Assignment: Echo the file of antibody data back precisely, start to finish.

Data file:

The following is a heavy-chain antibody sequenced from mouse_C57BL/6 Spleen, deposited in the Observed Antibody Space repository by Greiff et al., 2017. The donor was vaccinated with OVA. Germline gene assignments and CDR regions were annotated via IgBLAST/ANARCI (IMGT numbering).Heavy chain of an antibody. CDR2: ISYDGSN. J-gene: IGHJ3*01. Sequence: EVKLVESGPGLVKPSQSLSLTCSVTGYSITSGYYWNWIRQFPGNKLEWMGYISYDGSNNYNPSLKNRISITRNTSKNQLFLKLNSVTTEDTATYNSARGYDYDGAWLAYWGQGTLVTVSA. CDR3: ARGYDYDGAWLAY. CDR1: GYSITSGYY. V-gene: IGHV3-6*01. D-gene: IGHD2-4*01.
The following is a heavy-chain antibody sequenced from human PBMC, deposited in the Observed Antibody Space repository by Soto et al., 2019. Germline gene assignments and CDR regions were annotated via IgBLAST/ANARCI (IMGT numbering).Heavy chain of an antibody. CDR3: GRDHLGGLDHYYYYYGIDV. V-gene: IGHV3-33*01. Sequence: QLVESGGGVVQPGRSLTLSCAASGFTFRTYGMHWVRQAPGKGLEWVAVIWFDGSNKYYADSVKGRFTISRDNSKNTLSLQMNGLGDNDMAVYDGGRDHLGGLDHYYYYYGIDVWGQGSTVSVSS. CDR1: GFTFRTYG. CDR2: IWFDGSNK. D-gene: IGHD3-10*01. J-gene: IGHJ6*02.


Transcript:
The following is a heavy-chain antibody sequenced from mouse_C57BL/6 Spleen, deposited in the Observed Antibody Space repository by Greiff et al., 2017. The donor was vaccinated with OVA. Germline gene assignments and CDR regions were annotated via IgBLAST/ANARCI (IMGT numbering).Heavy chain of an antibody. CDR2: ISYDGSN. J-gene: IGHJ3*01. Sequence: EVKLVESGPGLVKPSQSLSLTCSVTGYSITSGYYWNWIRQFPGNKLEWMGYISYDGSNNYNPSLKNRISITRNTSKNQLFLKLNSVTTEDTATYNSARGYDYDGAWLAYWGQGTLVTVSA. CDR3: ARGYDYDGAWLAY. CDR1: GYSITSGYY. V-gene: IGHV3-6*01. D-gene: IGHD2-4*01.
The following is a heavy-chain antibody sequenced from human PBMC, deposited in the Observed Antibody Space repository by Soto et al., 2019. Germline gene assignments and CDR regions were annotated via IgBLAST/ANARCI (IMGT numbering).Heavy chain of an antibody. CDR3: GRDHLGGLDHYYYYYGIDV. V-gene: IGHV3-33*01. Sequence: QLVESGGGVVQPGRSLTLSCAASGFTFRTYGMHWVRQAPGKGLEWVAVIWFDGSNKYYADSVKGRFTISRDNSKNTLSLQMNGLGDNDMAVYDGGRDHLGGLDHYYYYYGIDVWGQGSTVSVSS. CDR1: GFTFRTYG. CDR2: IWFDGSNK. D-gene: IGHD3-10*01. J-gene: IGHJ6*02.